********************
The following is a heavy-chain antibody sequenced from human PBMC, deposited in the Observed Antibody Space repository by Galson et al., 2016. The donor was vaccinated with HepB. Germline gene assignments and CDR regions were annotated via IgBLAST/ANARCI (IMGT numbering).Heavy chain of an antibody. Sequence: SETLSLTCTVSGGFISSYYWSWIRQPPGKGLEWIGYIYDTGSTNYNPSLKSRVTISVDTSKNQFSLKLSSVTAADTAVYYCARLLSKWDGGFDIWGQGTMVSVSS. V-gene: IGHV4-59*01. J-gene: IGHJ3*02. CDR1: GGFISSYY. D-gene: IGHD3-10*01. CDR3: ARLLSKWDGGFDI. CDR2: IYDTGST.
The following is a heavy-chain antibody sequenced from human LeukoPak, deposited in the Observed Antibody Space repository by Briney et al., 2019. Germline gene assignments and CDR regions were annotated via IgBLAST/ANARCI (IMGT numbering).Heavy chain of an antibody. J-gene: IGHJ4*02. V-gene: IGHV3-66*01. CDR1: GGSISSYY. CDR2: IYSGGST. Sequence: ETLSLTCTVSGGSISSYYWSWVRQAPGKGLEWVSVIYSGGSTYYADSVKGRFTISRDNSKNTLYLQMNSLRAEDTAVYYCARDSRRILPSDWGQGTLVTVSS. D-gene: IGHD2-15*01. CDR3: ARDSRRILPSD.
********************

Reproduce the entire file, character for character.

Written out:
The following is a heavy-chain antibody sequenced from human PBMC, deposited in the Observed Antibody Space repository by Galson et al., 2016. The donor was vaccinated with HepB. Germline gene assignments and CDR regions were annotated via IgBLAST/ANARCI (IMGT numbering).Heavy chain of an antibody. Sequence: SETLSLTCTVSGGFISSYYWSWIRQPPGKGLEWIGYIYDTGSTNYNPSLKSRVTISVDTSKNQFSLKLSSVTAADTAVYYCARLLSKWDGGFDIWGQGTMVSVSS. V-gene: IGHV4-59*01. J-gene: IGHJ3*02. CDR1: GGFISSYY. D-gene: IGHD3-10*01. CDR3: ARLLSKWDGGFDI. CDR2: IYDTGST.
The following is a heavy-chain antibody sequenced from human LeukoPak, deposited in the Observed Antibody Space repository by Briney et al., 2019. Germline gene assignments and CDR regions were annotated via IgBLAST/ANARCI (IMGT numbering).Heavy chain of an antibody. J-gene: IGHJ4*02. V-gene: IGHV3-66*01. CDR1: GGSISSYY. CDR2: IYSGGST. Sequence: ETLSLTCTVSGGSISSYYWSWVRQAPGKGLEWVSVIYSGGSTYYADSVKGRFTISRDNSKNTLYLQMNSLRAEDTAVYYCARDSRRILPSDWGQGTLVTVSS. D-gene: IGHD2-15*01. CDR3: ARDSRRILPSD.